Presidential Candidate comes to Charlotte, NC
Nick Vaughn, Staff Writer
The Queen City has once again been host to a presidential candidate. Democratic candidate for President of the United States, Hillary Clinton was in Charlotte on September 8 to talk about the high stakes about the choice North Carolina voters face in a short 61 days.
Who will be the next President of the United States. Donald J. Trump? Or Hillary Clinton? North Carolina has been a swing state in the last 3 election cycles. Barack Obama turned the state blue in 2008 for the first time since Jimmy Carter’s win in 1976.
Four years later Mitt Romney turned the state back to its’ roots, going red in 2012. Polls have shown Clinton leading as of late. Visiting Johnson C. Smith University, Clinton emphasized the importance this election has for young voters. Clinton continues to emphasize; “This election has such high stakes — the highest stakes are for young people.”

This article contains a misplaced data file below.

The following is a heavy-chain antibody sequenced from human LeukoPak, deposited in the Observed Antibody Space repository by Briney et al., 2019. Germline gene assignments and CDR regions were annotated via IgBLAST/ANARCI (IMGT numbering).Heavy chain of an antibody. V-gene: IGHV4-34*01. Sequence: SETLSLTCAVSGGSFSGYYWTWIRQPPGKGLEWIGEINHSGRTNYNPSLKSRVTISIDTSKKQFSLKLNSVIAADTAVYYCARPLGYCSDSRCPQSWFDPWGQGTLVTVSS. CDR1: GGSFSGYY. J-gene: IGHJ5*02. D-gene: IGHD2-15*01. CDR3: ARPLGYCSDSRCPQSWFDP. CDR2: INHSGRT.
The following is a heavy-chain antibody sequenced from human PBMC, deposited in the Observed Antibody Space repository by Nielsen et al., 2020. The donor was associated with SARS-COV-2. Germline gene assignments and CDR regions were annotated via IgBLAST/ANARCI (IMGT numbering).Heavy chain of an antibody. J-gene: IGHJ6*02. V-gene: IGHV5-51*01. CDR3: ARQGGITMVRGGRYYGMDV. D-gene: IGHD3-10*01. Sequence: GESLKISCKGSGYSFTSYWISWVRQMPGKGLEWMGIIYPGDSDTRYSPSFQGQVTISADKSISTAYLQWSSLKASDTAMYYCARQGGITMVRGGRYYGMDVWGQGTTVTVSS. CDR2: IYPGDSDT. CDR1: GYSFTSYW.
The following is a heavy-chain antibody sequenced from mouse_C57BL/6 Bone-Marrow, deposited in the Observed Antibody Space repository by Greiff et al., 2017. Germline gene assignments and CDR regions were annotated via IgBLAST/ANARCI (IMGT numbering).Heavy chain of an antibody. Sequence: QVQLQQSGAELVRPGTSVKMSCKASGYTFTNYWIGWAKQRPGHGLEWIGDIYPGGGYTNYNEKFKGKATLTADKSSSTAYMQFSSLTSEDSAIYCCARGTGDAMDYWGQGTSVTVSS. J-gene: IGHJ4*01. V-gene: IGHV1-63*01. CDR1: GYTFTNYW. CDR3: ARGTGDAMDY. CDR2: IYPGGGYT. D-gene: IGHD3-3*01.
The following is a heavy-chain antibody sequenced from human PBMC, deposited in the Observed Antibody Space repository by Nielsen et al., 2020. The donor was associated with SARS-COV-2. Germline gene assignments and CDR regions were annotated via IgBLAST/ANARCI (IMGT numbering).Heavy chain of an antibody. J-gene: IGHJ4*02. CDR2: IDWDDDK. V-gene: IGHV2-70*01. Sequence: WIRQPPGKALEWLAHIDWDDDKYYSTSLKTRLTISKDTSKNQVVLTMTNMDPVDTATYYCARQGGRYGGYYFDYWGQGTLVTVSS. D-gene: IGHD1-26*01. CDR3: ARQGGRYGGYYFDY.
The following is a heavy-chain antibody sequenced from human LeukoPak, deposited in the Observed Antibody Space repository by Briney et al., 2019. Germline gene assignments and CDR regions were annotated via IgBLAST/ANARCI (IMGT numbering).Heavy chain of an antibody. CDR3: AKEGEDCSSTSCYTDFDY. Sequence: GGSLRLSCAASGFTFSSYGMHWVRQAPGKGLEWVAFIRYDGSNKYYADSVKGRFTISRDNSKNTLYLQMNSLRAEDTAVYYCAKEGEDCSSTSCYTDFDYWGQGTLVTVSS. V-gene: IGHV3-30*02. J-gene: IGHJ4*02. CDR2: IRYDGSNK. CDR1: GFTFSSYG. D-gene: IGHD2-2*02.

Clinton focused much of her speech on college affordability and what her plan means for voters. “We need a lot of opportunities for young people everywhere, it shouldn’t matter what you look like, where you’re from, or who you love, you deserve to be in college if that is your choice.” Clinton added to a room filled with supporters.
One of those young individuals was a Junior here at Wingate University, Randel Caldwell. “I have been to several rallies over the course of this election cycle, and I feel it is important, as an interested voter, to see what each side has to say,” Caldwell said.
College affordability was key in Clinton’s visit to the state, harping on an appeal to young people that President Obama has decisively carried in the last two cycles. Young voters, 18-35, will be key in this election. Both candidates want that block of voters. In Charlotte, the room had an exciting and exhilarating tone and feeling.
Supporters can only hope that election night, only 61 days from now, will have that feeling in the Clinton Headquarters. Both Hillary Clinton and Donald J. Trump are expected to be in the state often throughout the rest of the campaign.
Edited by: Sara Gunter